Home > Uncategorized > Mór Jókai: In the soldier’s march to glory each step is a human corpse

Mór Jókai: In the soldier’s march to glory each step is a human corpse


Anti-war essays, poems, short stories and literary excerpts

Mór Jókai: War’s patriotic pelf: a slaughtered army tells no tales


Mór Jókai
From God is One (1876)
Translated by Percy Favor Bicknell


“…I do not ask that we should fall upon our neighbours and burn their houses over their heads, but that we should be on our guard and defend ourselves and our families the best we know how. Believe me, brother, I am as good a Christian as the next man; I go to church every holy day, even when I am ill; but I feel easier, when I pray for my soul’s salvation, if I know my gun is loaded and primed.”

“Then you are no true believer in God,” returned Manasseh, in a tone of reproof. “You worship that Jesus in whose name the massacre of St. Bartholomew was perpetrated, the burning of heretics sanctioned, and the crusades undertaken; but you are no true follower of that Jesus who came with a message of peace and good-will to mankind, and who said to Peter, ‘They that take the sword shall perish with the sword.'”


It was the very last day of July. The fields were dotted with sheaves of grain, and the farmers were hastening to gather them in. They had been surprised by countless numbers of crows and ravens which invaded the valley and filled the air with their hoarse, discordant cries. Those experienced in war knew that these birds were the usual attendants and heralds of armies.


Leaning on his gun, Manasseh thoughtfully observed the transformation of that earthly paradise into a scene of slaughter. He thought how, in times of peace, the cry of a single human being in distress would call ready succour and excite the warmest sympathy; but now, when men were dying by thousands, their fellows looked on in the coldest indifference. He asked himself whether this fearful state of things, this deplorable sacrifice of a country’s best and bravest sons, was a necessity, and must still go on for ages to come. And while he thus communed with himself he, too, held in his hands a weapon calculated to carry not only death to a valiant foe, but also sorrow and anguish to that foeman’s wife and mother, and perhaps destitution to his family.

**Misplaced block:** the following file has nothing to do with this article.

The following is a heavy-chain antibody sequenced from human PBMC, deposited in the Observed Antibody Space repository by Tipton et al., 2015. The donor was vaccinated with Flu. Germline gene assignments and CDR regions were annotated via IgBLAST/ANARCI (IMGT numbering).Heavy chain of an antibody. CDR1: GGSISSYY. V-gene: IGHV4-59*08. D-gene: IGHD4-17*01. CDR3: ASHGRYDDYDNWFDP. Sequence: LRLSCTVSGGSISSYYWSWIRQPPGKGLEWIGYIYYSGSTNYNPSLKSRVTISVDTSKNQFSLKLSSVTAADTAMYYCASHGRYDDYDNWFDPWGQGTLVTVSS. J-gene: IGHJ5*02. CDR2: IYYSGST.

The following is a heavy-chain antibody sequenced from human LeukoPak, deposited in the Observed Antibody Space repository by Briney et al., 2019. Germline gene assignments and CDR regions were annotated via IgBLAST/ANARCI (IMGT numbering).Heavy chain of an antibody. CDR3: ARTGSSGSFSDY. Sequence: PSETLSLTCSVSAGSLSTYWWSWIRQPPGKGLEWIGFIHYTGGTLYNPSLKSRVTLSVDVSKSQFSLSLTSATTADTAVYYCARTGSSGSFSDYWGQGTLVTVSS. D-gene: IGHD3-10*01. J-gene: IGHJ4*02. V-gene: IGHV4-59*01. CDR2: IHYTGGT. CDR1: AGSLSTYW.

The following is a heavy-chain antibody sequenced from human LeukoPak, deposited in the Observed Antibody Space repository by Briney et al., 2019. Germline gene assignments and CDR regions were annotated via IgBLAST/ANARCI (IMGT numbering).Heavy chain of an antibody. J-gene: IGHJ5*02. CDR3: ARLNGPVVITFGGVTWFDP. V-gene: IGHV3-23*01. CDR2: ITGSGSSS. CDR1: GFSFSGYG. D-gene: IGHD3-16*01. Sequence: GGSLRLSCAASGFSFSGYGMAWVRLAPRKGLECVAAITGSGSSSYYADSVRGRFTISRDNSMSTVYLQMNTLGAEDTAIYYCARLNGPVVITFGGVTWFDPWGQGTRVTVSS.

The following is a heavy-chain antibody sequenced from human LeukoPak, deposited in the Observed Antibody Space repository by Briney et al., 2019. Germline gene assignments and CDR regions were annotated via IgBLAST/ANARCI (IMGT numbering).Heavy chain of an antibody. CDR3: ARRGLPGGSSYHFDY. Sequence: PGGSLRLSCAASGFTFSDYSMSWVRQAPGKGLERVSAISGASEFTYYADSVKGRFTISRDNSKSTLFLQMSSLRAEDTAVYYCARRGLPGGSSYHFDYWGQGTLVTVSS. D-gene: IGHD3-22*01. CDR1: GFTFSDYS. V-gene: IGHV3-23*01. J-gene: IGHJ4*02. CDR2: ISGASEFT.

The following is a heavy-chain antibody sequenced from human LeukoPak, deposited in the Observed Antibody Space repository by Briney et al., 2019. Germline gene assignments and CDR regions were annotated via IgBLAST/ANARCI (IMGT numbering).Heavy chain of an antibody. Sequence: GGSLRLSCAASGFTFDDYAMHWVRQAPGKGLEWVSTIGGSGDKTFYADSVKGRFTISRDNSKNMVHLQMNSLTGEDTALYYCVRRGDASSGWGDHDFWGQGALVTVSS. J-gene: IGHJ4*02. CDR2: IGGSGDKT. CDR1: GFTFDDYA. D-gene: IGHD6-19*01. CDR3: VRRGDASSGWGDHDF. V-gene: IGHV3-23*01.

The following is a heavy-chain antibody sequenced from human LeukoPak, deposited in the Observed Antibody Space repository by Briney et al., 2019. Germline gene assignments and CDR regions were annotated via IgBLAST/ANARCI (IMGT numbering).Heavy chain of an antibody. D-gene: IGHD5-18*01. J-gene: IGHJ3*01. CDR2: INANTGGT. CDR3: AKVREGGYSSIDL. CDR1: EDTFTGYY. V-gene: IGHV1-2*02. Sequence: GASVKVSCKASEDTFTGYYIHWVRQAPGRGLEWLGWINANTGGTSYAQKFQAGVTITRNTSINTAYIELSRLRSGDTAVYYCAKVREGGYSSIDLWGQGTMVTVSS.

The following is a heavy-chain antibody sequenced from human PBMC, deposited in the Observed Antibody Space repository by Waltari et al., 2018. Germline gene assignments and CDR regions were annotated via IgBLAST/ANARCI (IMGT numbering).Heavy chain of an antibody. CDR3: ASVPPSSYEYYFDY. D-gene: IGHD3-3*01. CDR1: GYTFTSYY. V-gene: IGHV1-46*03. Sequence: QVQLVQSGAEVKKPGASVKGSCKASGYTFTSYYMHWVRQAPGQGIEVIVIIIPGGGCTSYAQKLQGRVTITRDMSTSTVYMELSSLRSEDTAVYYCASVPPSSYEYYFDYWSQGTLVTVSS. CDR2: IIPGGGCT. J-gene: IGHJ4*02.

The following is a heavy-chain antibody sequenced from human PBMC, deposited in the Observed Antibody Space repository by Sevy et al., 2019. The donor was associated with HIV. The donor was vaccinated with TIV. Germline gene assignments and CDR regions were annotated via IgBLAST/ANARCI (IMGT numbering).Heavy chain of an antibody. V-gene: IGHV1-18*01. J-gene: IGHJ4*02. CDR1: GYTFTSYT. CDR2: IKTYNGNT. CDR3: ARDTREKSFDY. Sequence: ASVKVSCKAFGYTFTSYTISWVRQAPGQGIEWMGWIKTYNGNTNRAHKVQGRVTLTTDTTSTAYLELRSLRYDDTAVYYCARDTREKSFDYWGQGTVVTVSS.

A final and concentrated effort was determined upon. Reserves to the front! Cypress Hill was to be stormed once more. A battalion of yagers, the pride of the Austrian army, charged up the fatal hill and succeeded in taking it, after which the rattle of musketry beyond announced that the fight was being continued on the farther side.

At this point Manasseh’s battalion was ordered to hold the hill while the yagers were pushed farther forward. The order was obeyed, and then Manasseh learned what the cypress-crowned height really was: it was a cemetery, the burial-ground of the surrounding district, and each cypress marked a grave. But the dead under the sod lay not more closely packed than the fallen soldiers with whose bodies the place was covered. Cypress Hill was a double graveyard, heaped with dead and dying Frenchmen, Italians, Austrians, Hungarians, Poles, and Croatians, their bodies disfigured and bleeding and heaped in chaotic confusion over the mounds beneath which slept the regular occupants of the place.

In the soldier’s march to glory each step is a human corpse…

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